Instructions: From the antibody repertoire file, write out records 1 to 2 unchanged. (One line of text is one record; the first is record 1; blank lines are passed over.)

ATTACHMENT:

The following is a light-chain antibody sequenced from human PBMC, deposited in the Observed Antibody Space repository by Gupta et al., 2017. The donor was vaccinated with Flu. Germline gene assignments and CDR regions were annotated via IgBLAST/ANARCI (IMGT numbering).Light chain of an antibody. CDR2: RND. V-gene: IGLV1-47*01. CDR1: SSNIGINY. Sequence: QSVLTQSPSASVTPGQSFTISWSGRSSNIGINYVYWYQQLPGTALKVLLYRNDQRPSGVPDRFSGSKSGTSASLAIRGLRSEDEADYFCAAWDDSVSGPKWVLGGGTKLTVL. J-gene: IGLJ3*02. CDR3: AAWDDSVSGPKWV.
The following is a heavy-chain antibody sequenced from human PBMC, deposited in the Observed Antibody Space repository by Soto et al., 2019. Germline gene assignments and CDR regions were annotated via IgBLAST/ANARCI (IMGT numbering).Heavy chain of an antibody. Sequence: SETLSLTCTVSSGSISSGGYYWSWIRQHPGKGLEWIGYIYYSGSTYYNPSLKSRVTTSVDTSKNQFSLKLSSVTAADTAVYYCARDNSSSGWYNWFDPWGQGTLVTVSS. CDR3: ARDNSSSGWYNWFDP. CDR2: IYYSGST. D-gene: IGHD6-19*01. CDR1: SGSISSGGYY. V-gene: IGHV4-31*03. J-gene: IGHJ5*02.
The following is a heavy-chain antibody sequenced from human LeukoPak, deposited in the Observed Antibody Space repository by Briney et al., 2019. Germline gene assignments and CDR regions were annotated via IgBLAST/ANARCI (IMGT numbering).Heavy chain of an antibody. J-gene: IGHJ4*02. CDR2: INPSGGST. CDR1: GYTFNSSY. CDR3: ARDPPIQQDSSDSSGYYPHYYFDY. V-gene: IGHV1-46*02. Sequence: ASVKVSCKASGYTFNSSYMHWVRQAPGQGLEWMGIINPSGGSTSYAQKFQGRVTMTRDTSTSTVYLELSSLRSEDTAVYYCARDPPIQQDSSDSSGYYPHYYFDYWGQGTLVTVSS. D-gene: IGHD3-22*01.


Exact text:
The following is a light-chain antibody sequenced from human PBMC, deposited in the Observed Antibody Space repository by Gupta et al., 2017. The donor was vaccinated with Flu. Germline gene assignments and CDR regions were annotated via IgBLAST/ANARCI (IMGT numbering).Light chain of an antibody. CDR2: RND. V-gene: IGLV1-47*01. CDR1: SSNIGINY. Sequence: QSVLTQSPSASVTPGQSFTISWSGRSSNIGINYVYWYQQLPGTALKVLLYRNDQRPSGVPDRFSGSKSGTSASLAIRGLRSEDEADYFCAAWDDSVSGPKWVLGGGTKLTVL. J-gene: IGLJ3*02. CDR3: AAWDDSVSGPKWV.
The following is a heavy-chain antibody sequenced from human PBMC, deposited in the Observed Antibody Space repository by Soto et al., 2019. Germline gene assignments and CDR regions were annotated via IgBLAST/ANARCI (IMGT numbering).Heavy chain of an antibody. Sequence: SETLSLTCTVSSGSISSGGYYWSWIRQHPGKGLEWIGYIYYSGSTYYNPSLKSRVTTSVDTSKNQFSLKLSSVTAADTAVYYCARDNSSSGWYNWFDPWGQGTLVTVSS. CDR3: ARDNSSSGWYNWFDP. CDR2: IYYSGST. D-gene: IGHD6-19*01. CDR1: SGSISSGGYY. V-gene: IGHV4-31*03. J-gene: IGHJ5*02.